Carles Marigó is a very versatile musician; he has professional experience as a performer, composer, arranger and music educator; and he has participated in many different projects related with classical music, jazz, funk, folk music, painting, theater… alwayscreating strongs relationships between performance, creativity and improvisation in music. Born in 1986, Carles Marigó completed his studies in music performance – Piano at Esmuc (School of Music of Catalonia) in Barcelona. He studied his degree with Vladislav Bronevetsky, obtaining Distinction in his final recital and his final project. Granted by the Catalan National Council for Culture and the Arts (Conca), Carles expanded his training in the Tchaikovsky Conservatoire in Moscow with Irina Plotnikov, where in 2013 he obtained with honors the diploma in Posgraduate Performance Course. At the moment he is finishing his second Degree at ESMUC (MMus Performance at School of Music of Catalonia), while developing his performance career and working in several different projects. He has attended to master classes by professors and performers such as Nelson Goerner, Púppulo Elsa, Elisabeth Leonskaja Barry Douglas Christian Sacharias Paul Badura-Skoda , Jacques Rouvier , María Jesús Crespo , among others.
He has also trained in other performance subjects as jazz or classical improvisation with musicians like Xavier Dotras Albert Bover , Ignasi Terraza , Juan de la Rubia and Emilio Molina . Since 2013, Carles has joined as member and teacher the Music Education Institute IEM. Directed by Dr. Emilio Molina, IEM Music Institute is promoting its innovative Pedagogical System in which Improvisation is the main process of musical learning. Carles Marigó has been awarded in national and international competitions, both in piano performance and composition ( Eugenia Verdet, City of Manresa, Ricardo Viñas, Young Artists Piano Catalonia , Rivers and Virgil, among others) . He has participated in several festivals both as a soloist and as part of different ensembles in many different cities from Spain, Portugal, Holland and Russia. Currently he is combining his performance career with his work as music educator. He is teaching at Liceu Conservatoire of Music (Barcelona) and is Head of the piano department.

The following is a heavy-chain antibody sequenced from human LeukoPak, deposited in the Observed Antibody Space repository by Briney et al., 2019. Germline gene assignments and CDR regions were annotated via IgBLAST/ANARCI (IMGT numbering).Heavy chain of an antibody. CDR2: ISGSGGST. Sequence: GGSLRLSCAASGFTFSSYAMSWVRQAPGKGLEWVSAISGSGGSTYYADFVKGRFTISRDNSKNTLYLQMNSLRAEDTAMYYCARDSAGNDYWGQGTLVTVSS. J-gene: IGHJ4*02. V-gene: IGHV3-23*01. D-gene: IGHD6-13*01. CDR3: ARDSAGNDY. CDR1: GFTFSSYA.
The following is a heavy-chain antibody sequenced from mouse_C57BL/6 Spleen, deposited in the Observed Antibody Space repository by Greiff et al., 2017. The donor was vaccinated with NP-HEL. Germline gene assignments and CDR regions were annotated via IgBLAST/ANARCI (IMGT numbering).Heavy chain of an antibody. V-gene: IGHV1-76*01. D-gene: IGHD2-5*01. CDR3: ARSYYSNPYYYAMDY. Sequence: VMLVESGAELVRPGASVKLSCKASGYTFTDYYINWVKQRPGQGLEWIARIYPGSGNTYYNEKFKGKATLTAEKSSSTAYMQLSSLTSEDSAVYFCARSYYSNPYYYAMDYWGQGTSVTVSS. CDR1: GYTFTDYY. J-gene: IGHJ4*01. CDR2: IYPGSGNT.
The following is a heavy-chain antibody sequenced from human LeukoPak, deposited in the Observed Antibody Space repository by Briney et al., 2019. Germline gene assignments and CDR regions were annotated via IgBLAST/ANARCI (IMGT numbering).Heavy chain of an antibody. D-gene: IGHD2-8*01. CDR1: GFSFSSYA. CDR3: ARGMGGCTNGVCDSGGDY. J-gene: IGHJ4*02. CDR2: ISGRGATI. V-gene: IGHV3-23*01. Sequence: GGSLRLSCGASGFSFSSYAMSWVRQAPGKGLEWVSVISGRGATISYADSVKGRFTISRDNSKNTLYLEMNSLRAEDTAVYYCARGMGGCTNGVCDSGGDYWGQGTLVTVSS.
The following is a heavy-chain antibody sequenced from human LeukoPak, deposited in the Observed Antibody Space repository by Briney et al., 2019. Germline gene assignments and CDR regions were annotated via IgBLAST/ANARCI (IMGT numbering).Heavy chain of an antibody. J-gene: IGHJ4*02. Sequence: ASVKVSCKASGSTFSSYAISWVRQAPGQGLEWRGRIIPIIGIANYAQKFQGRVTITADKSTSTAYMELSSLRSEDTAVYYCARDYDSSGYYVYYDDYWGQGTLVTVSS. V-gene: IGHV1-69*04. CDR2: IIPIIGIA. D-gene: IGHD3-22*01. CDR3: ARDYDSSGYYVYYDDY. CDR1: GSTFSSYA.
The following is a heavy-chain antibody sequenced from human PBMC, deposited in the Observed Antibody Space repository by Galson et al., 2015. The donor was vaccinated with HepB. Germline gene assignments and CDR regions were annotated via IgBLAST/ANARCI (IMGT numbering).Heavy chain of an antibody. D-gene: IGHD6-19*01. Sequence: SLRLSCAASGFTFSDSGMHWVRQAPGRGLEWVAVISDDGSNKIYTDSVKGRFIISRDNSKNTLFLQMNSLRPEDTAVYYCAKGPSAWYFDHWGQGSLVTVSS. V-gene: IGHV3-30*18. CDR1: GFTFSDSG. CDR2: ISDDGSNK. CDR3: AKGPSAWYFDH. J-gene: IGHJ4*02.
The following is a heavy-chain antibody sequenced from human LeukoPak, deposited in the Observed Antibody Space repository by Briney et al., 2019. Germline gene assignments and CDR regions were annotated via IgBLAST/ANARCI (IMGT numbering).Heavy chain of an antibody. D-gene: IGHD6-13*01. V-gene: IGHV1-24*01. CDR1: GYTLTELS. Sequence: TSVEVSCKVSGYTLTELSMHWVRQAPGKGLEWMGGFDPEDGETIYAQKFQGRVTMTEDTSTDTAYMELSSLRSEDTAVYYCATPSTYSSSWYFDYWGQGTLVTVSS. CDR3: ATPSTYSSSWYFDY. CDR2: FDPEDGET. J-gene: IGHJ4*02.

Album in physical and digital formats, with a 40 pages book with liner notes by Toni Sala, Gabriela Montero and Emilio Molina in English, Spanish and Catalan.
I listened to the second improvisation, with its bells, its chimes, the chance rebounding of metal balls, with the strumming of the piano. I thought about Marigó’s courage and the sheer muscularity of holding a dialogue with Schubert and Rachmaninoff. A fragment by Houellebecq that I had recently read came to mind: “Studying the old masters for oneself is, basically, the only exercise worth undertaking, and even that one can do without. If we agree with Schopenhauer, the best way to reform the art schools would be simply to close them”. How well you play, man! I also thought. You don’t so much tame the music’s demon as befriend it. You’re not the interpreter -which is a very ugly word-, not the interpreter but rather the accompanist, like the riverbed in relation to the river. Toni Sala.